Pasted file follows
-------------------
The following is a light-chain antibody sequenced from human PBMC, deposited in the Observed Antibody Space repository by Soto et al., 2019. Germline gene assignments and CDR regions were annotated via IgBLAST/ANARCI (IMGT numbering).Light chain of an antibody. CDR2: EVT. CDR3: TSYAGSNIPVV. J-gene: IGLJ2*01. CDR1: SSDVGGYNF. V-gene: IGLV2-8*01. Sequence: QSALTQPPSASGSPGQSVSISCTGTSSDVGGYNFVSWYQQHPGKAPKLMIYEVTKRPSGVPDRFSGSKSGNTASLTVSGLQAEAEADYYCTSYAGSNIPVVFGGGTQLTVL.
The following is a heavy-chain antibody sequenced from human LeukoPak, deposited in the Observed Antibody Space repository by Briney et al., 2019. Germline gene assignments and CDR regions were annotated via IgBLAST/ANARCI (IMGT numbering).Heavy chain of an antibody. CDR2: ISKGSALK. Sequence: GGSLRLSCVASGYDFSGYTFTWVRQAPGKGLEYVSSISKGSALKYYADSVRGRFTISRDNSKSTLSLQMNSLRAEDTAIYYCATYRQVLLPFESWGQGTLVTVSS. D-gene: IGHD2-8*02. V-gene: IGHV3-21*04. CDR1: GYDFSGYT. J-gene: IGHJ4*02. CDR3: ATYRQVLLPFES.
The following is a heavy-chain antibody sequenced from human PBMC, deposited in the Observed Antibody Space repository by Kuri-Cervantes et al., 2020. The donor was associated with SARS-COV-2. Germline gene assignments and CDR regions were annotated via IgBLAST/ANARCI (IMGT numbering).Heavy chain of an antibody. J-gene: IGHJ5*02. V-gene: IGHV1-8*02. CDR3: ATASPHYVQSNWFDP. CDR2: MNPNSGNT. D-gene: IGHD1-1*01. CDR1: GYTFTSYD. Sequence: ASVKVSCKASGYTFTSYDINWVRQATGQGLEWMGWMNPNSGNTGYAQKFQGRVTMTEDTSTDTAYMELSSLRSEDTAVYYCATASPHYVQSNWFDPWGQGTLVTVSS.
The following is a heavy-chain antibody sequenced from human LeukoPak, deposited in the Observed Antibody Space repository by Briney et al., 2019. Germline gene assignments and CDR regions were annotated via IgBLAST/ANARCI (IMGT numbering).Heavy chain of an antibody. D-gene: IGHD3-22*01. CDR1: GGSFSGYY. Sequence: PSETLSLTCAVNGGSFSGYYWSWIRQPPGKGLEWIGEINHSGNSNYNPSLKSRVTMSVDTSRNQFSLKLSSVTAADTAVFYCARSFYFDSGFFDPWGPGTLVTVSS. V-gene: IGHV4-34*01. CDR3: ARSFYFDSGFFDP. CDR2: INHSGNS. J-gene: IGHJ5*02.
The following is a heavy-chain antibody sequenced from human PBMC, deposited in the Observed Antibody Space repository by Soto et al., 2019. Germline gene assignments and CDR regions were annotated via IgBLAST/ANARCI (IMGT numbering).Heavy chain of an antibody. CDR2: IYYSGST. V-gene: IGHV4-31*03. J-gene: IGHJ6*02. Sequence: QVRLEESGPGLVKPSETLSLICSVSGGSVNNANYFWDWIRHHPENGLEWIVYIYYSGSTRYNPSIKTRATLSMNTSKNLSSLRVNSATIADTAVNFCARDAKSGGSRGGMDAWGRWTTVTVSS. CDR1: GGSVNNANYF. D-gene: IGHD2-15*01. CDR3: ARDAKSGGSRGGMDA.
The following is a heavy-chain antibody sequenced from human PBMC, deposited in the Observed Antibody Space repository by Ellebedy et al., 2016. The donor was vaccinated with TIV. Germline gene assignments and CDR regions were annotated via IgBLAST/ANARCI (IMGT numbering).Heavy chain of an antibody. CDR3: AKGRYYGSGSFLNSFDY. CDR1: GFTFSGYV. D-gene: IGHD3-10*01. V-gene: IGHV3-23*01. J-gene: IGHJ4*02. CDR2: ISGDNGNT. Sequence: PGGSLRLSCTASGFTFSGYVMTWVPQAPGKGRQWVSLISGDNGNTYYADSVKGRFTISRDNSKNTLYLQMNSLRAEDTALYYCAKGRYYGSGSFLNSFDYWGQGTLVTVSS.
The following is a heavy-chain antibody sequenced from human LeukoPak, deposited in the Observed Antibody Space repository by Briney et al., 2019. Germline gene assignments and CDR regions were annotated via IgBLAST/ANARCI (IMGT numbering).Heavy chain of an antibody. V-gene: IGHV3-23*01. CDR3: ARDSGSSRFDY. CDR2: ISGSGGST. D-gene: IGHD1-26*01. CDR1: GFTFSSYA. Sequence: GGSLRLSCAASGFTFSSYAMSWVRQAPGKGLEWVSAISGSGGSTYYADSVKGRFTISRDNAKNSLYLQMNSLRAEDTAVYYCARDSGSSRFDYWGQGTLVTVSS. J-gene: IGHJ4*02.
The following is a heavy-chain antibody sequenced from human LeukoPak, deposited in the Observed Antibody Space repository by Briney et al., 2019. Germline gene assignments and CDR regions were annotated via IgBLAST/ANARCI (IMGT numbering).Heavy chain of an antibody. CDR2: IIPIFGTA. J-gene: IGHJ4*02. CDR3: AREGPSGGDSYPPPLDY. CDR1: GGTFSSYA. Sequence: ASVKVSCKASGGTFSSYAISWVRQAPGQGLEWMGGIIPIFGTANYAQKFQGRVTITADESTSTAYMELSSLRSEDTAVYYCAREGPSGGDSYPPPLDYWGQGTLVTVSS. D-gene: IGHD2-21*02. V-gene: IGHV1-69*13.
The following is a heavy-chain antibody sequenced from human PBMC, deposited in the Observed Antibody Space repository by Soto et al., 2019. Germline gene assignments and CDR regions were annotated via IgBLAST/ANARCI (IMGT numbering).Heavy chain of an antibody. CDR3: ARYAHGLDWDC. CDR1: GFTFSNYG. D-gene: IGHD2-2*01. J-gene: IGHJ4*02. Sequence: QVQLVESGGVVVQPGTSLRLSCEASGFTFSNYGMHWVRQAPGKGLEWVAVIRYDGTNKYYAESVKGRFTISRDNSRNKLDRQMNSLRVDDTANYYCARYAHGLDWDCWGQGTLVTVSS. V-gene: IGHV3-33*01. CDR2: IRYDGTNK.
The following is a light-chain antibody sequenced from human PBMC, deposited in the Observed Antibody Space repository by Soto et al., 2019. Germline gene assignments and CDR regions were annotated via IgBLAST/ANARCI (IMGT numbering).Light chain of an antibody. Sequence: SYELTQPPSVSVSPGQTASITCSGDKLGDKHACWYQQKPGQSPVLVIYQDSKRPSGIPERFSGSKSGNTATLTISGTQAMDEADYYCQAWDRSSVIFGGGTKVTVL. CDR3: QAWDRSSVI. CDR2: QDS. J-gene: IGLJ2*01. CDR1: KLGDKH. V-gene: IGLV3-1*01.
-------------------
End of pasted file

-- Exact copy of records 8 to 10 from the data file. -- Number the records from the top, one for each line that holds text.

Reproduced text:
The following is a heavy-chain antibody sequenced from human LeukoPak, deposited in the Observed Antibody Space repository by Briney et al., 2019. Germline gene assignments and CDR regions were annotated via IgBLAST/ANARCI (IMGT numbering).Heavy chain of an antibody. CDR2: IIPIFGTA. J-gene: IGHJ4*02. CDR3: AREGPSGGDSYPPPLDY. CDR1: GGTFSSYA. Sequence: ASVKVSCKASGGTFSSYAISWVRQAPGQGLEWMGGIIPIFGTANYAQKFQGRVTITADESTSTAYMELSSLRSEDTAVYYCAREGPSGGDSYPPPLDYWGQGTLVTVSS. D-gene: IGHD2-21*02. V-gene: IGHV1-69*13.
The following is a heavy-chain antibody sequenced from human PBMC, deposited in the Observed Antibody Space repository by Soto et al., 2019. Germline gene assignments and CDR regions were annotated via IgBLAST/ANARCI (IMGT numbering).Heavy chain of an antibody. CDR3: ARYAHGLDWDC. CDR1: GFTFSNYG. D-gene: IGHD2-2*01. J-gene: IGHJ4*02. Sequence: QVQLVESGGVVVQPGTSLRLSCEASGFTFSNYGMHWVRQAPGKGLEWVAVIRYDGTNKYYAESVKGRFTISRDNSRNKLDRQMNSLRVDDTANYYCARYAHGLDWDCWGQGTLVTVSS. V-gene: IGHV3-33*01. CDR2: IRYDGTNK.
The following is a light-chain antibody sequenced from human PBMC, deposited in the Observed Antibody Space repository by Soto et al., 2019. Germline gene assignments and CDR regions were annotated via IgBLAST/ANARCI (IMGT numbering).Light chain of an antibody. Sequence: SYELTQPPSVSVSPGQTASITCSGDKLGDKHACWYQQKPGQSPVLVIYQDSKRPSGIPERFSGSKSGNTATLTISGTQAMDEADYYCQAWDRSSVIFGGGTKVTVL. CDR3: QAWDRSSVI. CDR2: QDS. J-gene: IGLJ2*01. CDR1: KLGDKH. V-gene: IGLV3-1*01.